Pack Nothing

Not even my laptop or photo albums?

What about insurance policies,

the earrings my sweetheart gave me?

One pair in your ears.

If I go with just the clothes on my back,

which outfit should I choose?

Shoes you can run in.

My books?

Start memorizing poems now.

Learn how to tell a story.

If you trust the prayer

in breath and heartbeat,

you can travel light.

All Things Sing You

yellow roses climbing up archHuman ears hear

the chittering of squirrels

and the here I am coos

of the mated mourning doves,

the breeze playing

in redwood boughs,

bamboo fronds,

and ponderous birds of paradise,

each tree as distinct

in the fingers of the wind

as instruments in an orchestra.

But could I ever learn to hear

the spit spat spurt

of asparagus cells eating sunlight

or slow my vision to catch

those green spears soaring to the sky?

Ordain my senses

that I may eavesdrop

on the love song

of the vine to the rosebuds

and the petals’ pleasure-soaked sighs

as they unfurl their delicate curves.

May I too sing You

ten thousand ways

in the ebb and flow

of silence.

Title from Rilke’s Book of Hours, 1,45

The Womb of Winter

Snowy scene
Photo courtesy of Quin Johnson

Hidden in the earth

a seed waits, drinking darkness.

Conceived on a summer day

when the sun suckled the earth,

fruit of wanton flowers frolicking

with passionate, hungry bees,

a seed in the womb of winter

might feel lost and forgotten.

But no,

the earth is not a grave;

it is your swaddling clothes.

Trust in the darkness,

trust in your quiescent potential

that holds all in its nothingness.

Spring will come,

and the light of lengthening days

will coax the glory of God

from the seedpod

and beckon you to itself.

For the Lifetime of a Minute

Sunrise over the beach
When dawn approaches
on this January day,
sky flaunts willful, windborne
clouds. They resist the usual
palette – all but shades of gray.
 
At my window I return
to coffee and notebook,
like a fisherman intent
on what hides in the sea.
Hearts beat,
his and mine and the fishes,
and the rhythm
of unwritten poems.
 
Then, for a minute,
sky accepts the brush
of dawn.
While fish and poems
swim in secret places,
a hint of color snags
me at my desk,
the fisherman on the beach.
For a minute
between slate and silver,
we look up.
The sky is washed
pale pink,
and this is all
we need.

Title from “Revelation” by Jenny George

What Cannot Be Defied

sunlight pouring into the inner chamber of Newgrange

Apples ripened and acorns fell early,

confusing madcap squirrels.

Girls wore sundresses in November,

and the pedicurist polished

toes to peep out of sandals.

Where were the umbrellas and wool sweaters?

Our customary summer drought

lingered past its welcome;

even the rosemary and echevaria thirsted.

But beyond our fevered planet’s ripped cocoon,

the stars still proceed in their stately course.

We may defy gravity,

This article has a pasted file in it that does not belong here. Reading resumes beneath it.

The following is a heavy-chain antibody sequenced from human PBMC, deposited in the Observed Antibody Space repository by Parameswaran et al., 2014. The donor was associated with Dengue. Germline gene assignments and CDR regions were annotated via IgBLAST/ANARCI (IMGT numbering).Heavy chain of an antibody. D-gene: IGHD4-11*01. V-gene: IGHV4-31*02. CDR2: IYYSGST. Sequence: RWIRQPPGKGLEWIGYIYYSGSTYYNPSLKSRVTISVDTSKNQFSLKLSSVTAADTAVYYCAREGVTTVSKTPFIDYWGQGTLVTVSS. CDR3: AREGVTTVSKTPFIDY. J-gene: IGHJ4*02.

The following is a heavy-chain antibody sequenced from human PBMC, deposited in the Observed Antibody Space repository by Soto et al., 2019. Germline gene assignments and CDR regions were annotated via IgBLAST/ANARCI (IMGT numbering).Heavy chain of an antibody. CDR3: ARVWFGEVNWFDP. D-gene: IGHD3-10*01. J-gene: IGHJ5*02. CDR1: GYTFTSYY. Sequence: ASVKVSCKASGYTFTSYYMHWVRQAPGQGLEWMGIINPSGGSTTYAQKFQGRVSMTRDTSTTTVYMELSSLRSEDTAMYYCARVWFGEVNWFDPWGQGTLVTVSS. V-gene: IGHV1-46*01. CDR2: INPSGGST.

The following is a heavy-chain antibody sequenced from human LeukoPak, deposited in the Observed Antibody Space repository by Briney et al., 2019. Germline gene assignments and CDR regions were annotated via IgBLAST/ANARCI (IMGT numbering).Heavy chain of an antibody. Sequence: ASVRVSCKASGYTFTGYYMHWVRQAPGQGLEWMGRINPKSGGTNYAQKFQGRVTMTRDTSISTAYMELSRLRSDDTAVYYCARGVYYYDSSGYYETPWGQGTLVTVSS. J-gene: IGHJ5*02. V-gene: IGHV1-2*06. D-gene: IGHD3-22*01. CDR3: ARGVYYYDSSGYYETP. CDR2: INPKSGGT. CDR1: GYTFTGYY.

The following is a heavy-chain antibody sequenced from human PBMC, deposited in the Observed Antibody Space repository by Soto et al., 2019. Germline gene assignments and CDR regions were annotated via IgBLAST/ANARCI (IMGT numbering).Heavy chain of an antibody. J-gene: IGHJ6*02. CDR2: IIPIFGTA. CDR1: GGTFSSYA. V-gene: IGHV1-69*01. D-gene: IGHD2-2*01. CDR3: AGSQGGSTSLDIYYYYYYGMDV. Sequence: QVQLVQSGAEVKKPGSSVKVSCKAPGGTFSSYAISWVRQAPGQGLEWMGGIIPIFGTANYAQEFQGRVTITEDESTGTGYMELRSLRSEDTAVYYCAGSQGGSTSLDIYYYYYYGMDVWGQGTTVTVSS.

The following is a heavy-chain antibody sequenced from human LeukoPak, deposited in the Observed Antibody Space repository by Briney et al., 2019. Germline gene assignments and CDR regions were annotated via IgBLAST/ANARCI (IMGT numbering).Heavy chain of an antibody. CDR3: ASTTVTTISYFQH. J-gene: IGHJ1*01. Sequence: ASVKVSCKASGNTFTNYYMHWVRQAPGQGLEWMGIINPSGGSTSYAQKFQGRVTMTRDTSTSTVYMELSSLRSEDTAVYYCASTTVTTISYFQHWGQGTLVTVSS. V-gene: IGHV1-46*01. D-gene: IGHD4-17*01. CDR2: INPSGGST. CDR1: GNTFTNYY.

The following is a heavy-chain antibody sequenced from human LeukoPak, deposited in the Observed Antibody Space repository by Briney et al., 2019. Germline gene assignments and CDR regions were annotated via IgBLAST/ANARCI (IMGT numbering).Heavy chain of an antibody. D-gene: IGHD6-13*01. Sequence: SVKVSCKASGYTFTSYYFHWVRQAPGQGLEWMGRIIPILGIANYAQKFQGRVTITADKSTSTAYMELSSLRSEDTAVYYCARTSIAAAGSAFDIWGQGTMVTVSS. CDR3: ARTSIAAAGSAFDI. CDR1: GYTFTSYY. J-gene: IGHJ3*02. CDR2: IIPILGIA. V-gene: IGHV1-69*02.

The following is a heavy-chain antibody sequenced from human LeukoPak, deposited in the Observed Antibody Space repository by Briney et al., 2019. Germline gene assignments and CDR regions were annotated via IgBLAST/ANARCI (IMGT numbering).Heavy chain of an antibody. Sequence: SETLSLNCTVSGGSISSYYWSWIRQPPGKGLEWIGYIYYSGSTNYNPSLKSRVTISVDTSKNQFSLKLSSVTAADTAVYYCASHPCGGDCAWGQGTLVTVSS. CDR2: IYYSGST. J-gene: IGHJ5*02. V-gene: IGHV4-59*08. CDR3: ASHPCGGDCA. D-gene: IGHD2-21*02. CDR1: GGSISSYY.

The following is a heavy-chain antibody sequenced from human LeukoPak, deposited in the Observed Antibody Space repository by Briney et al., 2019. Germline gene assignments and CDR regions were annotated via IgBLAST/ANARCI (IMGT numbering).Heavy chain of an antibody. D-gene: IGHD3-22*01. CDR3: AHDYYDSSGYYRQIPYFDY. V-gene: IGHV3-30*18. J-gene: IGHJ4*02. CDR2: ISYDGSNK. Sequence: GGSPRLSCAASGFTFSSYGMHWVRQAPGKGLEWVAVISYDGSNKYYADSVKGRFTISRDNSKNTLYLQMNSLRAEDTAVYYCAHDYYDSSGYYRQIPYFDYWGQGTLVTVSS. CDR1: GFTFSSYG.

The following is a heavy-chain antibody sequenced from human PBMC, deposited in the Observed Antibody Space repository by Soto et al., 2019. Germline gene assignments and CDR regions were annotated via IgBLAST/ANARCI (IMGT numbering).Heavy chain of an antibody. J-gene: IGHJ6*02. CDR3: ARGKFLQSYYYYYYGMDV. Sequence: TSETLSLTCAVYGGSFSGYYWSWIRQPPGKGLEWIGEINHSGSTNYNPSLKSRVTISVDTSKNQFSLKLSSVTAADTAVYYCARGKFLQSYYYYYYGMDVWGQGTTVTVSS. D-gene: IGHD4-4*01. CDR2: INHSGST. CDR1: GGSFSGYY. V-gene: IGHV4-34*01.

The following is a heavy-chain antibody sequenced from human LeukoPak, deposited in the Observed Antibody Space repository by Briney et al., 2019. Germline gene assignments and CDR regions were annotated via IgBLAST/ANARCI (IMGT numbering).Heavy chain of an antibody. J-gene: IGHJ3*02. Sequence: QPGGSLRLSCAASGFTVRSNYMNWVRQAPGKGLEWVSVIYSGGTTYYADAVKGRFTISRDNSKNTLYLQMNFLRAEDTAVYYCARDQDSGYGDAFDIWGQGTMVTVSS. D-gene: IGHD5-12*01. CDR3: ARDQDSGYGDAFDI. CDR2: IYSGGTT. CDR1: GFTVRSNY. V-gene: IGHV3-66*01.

but the law itself remains unbroken.

Our earth continues to orbit the sun

at the same tilt,

and the days grow shorter.

At dawn on the winter solstice

sunlight will pour down the ancient stone passage

just as it did five thousand years ago.

Oh, praise the light that is beyond our reach!

Thanksgiving at Dawn

For the pace of the sun

and the gentle way

light returns to us each day.

For my eyes that see

shades of white and blue,

notice when specters become

guava tree and bamboo.

 

Now leaves that were black in the night

turn olive, sage, and seaweed green,

and for a moment

light tickles the cloud’s belly pink.

 

For the cup of silence

that holds this witness

to what never fails

but might be missed –

everyday magic.

The Drum of a Day

All we have is the heartbeat

played on the drum of this day.

We are the hands on the skin,

and this hollow space

that swells with the rising sun,

pregnant with possibility.

Here resonates the call

to work and play and —

thrumming within each beat —

the sun’s farewell,

the night into which we naked return.

 

(Title from a poem by Antal, an 8th-century poet and the only woman among the Twelve Alvars of  South Indian Vishnu worship)

The Place That Shelters

desk and garden in retreat room at New Camaldoli

A bumblebee buzzes under the eave

as I take a sip from my coffee cup.

Though the sun has yet to peep

over the mountaintop,

light is seeping into the world.

All is still

except for the bee and me.

Jasmine and juniper,

salvia and fig tree,

even chipmunks and quail

wait in silence.

All is still 

but the bee and me

and the rolling restless sea.

Soon, soon

stirrings will burst

into full-throated blessing,

the rest and prayer

of this longed-for retreat day,

but in this moment

we perch on the threshold

and see,

   as guests at the feast would,

   the bee and me seeking and sipping,

   creatures alike in our need,

that this day will be good,

yes, very good indeed.

California coast from New Camaldoli

Solstice Fire

Long days and sultry nights

leach all reason

from my sleep-starved

flesh-enmeshed spirit

drunk on light and heat

then hungover

and with me a whole hemisphere

besotted and whirling.

Here at the edge of the sea 

the fog will float in soon 

and for all of us eventually

the soft quilt of darkness

but today and always

the cave of your heart

is lit with God-fire.

Feel it flow

through your veins.

Burn —

as only you know how.

Inspired by Linda Serrato’s poem “On This Morning” in Sacred Stone,  Sacred Water: Women Writers & Artists Encounter Ireland.